WELLINGTON, New Zealand (AP) – New Zealand reported suspected swine flu cases Monday among a second group of teenagers returning from Mexico, as Asian nations with potent memories of SARS and bird flu outbreaks screened travelers for illness with thermal scanners.

Hong Kong assigned a team of scientists to find a quick test for the latest virus to raise fears of a pandemic, following confirmed human cases of the disease in Mexico, United States and Canada.

In the U.S., at least 11 cases of swine flu have been confirmed. Canada’s chief public health officer, Dr. David Butler-Jones, said six cases had been confirmed there, and all had links to people who had traveled to Mexico.

More than 100 people in Mexico are believed to have died from the new flu and more than 1,600 sickened, prompting widespread school closures and other measures.

In New Zealand, Health Minister Tony Ryall said three students among a group of 15 that had just come back from a class trip to Mexico had mild flu and were being tested for swine flu. On Sunday, officials said 10 students from a separate group that also were in Mexico “likely” have swine flu.

Forty people – students, their families and some teachers – had voluntarily quarantined themselves at home.

In Hong Kong, Thomas Tsang, controller for Hong Kong’s Center for Health Protection, said the government and the territory’s universities aim to jointly develop a quick test for the new flu strain in a week or two that will return results in four to six hours, compared to existing tests that can take two or three days.

He said in an interview with radio RTHK that researchers will develop the test based on genetic information on the current swine flu virus provided by the World Health Organization.

WHO Director-General Margaret Chan on Sunday said the outbreak had “pandemic potential” and held teleconferences with staff and flu experts around the world. She urged governments to step up their surveillance of suspicious outbreaks.

Governments including China, Russia and Taiwan began planning to put anyone with symptoms of the deadly virus under quarantine. Other governments were increasing their screening of pigs and pork imports from the Americas or banning them outright.

Many nations issued travel warnings for Mexico.

Israel said a man who had recently visited Mexico had been hospitalized while authorities try to determine if he has the disease. French officials said four people who recently returned from Mexico were possible swine flu cases. In Spain, three people were under observation for the flu.

In Singapore, the health ministry said it began using thermal scanners Sunday at Changi International Airport to check passengers arriving from the United States for symptoms of swine flu. The checks will be extended to all passengers by Wednesday, it said.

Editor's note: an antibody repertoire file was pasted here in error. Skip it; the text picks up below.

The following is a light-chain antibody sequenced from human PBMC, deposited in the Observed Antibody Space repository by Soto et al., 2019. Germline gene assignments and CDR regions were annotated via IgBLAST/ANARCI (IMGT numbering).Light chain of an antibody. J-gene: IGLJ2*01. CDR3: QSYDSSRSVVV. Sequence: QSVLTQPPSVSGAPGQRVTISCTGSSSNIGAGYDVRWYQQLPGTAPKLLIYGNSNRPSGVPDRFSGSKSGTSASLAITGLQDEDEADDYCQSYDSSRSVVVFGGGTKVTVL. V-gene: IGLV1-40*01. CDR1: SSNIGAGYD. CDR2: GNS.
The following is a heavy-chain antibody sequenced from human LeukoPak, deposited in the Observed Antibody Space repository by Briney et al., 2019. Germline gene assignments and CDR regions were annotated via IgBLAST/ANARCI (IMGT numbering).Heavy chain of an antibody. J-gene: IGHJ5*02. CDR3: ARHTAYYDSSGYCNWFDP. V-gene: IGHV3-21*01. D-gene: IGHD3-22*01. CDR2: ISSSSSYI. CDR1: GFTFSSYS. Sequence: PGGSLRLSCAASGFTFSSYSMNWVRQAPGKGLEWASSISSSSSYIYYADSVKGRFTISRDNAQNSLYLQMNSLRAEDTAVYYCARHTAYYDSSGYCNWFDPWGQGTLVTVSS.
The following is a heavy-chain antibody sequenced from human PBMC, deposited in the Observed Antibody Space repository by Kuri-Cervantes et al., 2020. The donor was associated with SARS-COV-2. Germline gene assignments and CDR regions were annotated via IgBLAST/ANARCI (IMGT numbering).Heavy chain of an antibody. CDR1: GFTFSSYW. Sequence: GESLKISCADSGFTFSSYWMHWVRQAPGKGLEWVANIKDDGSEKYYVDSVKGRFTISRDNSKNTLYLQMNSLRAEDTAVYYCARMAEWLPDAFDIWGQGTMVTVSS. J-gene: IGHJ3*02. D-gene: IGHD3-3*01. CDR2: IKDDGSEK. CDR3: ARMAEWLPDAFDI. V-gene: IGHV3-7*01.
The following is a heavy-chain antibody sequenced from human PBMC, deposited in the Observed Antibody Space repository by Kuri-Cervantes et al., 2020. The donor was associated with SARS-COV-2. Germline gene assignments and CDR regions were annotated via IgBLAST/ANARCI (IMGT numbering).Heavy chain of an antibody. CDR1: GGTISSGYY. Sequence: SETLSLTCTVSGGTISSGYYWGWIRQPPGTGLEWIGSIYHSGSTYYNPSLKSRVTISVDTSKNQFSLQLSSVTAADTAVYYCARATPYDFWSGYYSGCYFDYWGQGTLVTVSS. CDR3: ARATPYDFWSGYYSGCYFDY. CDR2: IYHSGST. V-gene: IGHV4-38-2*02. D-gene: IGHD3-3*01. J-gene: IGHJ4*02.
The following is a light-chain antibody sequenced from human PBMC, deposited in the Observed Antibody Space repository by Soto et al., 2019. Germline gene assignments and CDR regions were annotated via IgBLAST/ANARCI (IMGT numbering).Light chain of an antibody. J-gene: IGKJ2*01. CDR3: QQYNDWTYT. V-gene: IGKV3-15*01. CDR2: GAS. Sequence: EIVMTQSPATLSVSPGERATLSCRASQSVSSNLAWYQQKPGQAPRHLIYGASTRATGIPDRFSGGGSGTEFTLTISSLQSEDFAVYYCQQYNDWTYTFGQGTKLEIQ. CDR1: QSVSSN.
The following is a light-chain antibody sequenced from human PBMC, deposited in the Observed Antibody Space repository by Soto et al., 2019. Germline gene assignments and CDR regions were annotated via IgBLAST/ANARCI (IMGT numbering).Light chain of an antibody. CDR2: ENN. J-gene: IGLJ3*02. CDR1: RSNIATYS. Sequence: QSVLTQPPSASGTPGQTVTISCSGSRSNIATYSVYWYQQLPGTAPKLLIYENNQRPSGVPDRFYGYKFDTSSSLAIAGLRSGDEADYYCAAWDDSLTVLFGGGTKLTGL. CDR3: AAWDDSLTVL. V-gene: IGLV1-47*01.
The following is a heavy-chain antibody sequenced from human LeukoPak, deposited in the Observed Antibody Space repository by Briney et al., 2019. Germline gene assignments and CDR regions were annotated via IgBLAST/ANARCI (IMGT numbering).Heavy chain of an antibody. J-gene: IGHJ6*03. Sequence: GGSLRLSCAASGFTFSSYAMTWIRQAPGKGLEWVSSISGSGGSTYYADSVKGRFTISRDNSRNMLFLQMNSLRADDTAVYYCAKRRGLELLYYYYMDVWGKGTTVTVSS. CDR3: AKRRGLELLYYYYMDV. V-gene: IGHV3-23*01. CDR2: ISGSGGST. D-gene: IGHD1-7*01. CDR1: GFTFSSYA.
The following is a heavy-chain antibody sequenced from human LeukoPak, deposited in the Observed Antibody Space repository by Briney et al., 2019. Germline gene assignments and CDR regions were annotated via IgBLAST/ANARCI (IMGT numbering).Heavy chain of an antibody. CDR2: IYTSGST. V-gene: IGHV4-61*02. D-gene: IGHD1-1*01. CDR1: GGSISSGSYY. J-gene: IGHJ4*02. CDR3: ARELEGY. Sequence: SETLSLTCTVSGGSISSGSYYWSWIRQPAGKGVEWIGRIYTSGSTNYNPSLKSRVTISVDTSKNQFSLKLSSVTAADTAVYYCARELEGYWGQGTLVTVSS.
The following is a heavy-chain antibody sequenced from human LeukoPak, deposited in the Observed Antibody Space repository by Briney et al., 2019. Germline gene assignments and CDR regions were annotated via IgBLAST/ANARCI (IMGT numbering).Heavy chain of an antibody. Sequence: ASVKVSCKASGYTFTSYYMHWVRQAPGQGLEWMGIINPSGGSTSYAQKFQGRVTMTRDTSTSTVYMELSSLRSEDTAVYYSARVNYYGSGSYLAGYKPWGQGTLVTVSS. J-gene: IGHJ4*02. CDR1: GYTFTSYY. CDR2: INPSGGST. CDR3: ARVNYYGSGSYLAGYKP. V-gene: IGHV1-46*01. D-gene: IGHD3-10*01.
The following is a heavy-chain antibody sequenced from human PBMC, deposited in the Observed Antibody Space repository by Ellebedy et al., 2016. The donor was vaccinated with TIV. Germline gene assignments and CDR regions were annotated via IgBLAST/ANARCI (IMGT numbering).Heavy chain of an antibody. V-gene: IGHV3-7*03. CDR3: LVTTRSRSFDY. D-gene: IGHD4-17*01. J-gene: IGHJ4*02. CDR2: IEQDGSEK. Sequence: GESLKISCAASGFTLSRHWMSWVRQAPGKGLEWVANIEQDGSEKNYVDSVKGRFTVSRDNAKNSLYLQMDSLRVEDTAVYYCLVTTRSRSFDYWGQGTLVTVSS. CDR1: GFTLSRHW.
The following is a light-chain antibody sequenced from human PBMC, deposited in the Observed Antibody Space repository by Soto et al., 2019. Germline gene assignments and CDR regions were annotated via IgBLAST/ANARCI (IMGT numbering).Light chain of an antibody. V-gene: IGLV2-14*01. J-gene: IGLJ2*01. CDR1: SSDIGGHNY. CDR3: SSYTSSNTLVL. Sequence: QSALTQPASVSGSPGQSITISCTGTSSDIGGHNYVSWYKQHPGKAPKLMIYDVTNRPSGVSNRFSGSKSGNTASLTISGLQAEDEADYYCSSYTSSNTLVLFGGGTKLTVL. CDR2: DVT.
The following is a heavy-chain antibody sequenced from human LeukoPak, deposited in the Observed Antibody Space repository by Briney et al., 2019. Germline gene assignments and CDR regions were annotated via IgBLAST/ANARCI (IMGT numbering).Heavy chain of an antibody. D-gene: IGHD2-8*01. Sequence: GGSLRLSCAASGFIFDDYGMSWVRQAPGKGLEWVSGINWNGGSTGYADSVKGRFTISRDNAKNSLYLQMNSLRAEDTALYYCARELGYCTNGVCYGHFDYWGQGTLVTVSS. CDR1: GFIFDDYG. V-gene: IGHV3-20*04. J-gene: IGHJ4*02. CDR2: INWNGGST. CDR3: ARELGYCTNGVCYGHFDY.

Hong Kong and Taiwan said visitors returning from flu-affected areas with fevers would be quarantined. China said anyone experiencing flu-like symptoms within two weeks of arrival had to report to authorities. A Russian health agency said passengers from North America running a fever would be quarantined until the cause is determined.

Tokyo’s Narita airport installed a device to test the temperatures of passengers arriving from Mexico. Indonesia increased surveillance at all entry points for travelers with flu-like symptoms.

Many measures recalled those taken across Asia during the 2003 severe acute respiratory syndrome, or SARS, epidemic and used more recently to monitor bird flu.

Drawing on their fight against SARS, experts in Hong Kong warned that swine flu seems harder to detect early and may spread faster.

“This is a flu virus. SARS was a new virus belonging to a different group. The thing about flu viruses is that they incubate before you have any symptoms,” said John Simon, a scientific adviser to Hong Kong’s Center for Health Protection.

“Border guardings, thermal imaging will not detect much of this flu when it eventually comes through because a lot of people will be incubating,” he said.

A New Zealand student who was among those sickened said her group had stayed with Mexican families in their homes during the last few days of their trip, to better their Spanish language skills.

“Some of us were getting coughs and stuff like that a few days before the end of our trip,” the student, who was not named, told New Zealand’s National Radio.

She said the symptoms were not bothering her so much, but the that official reaction and being quarantined was a strange experience.

“It’s a bit movie-like, it doesn’t really feel real,” she said.

Updated map of swine flu cases:

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